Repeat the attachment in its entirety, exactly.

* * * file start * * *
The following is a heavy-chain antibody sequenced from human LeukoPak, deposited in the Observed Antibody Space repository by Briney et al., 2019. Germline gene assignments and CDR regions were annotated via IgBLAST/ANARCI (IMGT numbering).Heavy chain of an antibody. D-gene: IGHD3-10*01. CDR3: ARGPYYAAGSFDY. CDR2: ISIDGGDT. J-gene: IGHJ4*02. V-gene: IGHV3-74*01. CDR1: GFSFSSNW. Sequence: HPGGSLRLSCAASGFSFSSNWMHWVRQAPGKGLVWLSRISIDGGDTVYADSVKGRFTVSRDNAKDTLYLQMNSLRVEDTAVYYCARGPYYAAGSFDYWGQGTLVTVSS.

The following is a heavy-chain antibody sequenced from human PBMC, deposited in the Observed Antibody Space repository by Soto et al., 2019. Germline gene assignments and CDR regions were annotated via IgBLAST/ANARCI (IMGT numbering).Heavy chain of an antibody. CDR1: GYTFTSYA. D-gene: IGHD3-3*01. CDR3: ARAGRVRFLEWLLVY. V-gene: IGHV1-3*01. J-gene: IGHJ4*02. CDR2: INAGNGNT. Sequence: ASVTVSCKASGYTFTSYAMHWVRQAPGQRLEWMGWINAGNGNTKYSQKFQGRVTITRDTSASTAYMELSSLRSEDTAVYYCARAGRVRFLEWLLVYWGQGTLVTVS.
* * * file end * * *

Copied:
The following is a heavy-chain antibody sequenced from human LeukoPak, deposited in the Observed Antibody Space repository by Briney et al., 2019. Germline gene assignments and CDR regions were annotated via IgBLAST/ANARCI (IMGT numbering).Heavy chain of an antibody. D-gene: IGHD3-10*01. CDR3: ARGPYYAAGSFDY. CDR2: ISIDGGDT. J-gene: IGHJ4*02. V-gene: IGHV3-74*01. CDR1: GFSFSSNW. Sequence: HPGGSLRLSCAASGFSFSSNWMHWVRQAPGKGLVWLSRISIDGGDTVYADSVKGRFTVSRDNAKDTLYLQMNSLRVEDTAVYYCARGPYYAAGSFDYWGQGTLVTVSS.

The following is a heavy-chain antibody sequenced from human PBMC, deposited in the Observed Antibody Space repository by Soto et al., 2019. Germline gene assignments and CDR regions were annotated via IgBLAST/ANARCI (IMGT numbering).Heavy chain of an antibody. CDR1: GYTFTSYA. D-gene: IGHD3-3*01. CDR3: ARAGRVRFLEWLLVY. V-gene: IGHV1-3*01. J-gene: IGHJ4*02. CDR2: INAGNGNT. Sequence: ASVTVSCKASGYTFTSYAMHWVRQAPGQRLEWMGWINAGNGNTKYSQKFQGRVTITRDTSASTAYMELSSLRSEDTAVYYCARAGRVRFLEWLLVYWGQGTLVTVS.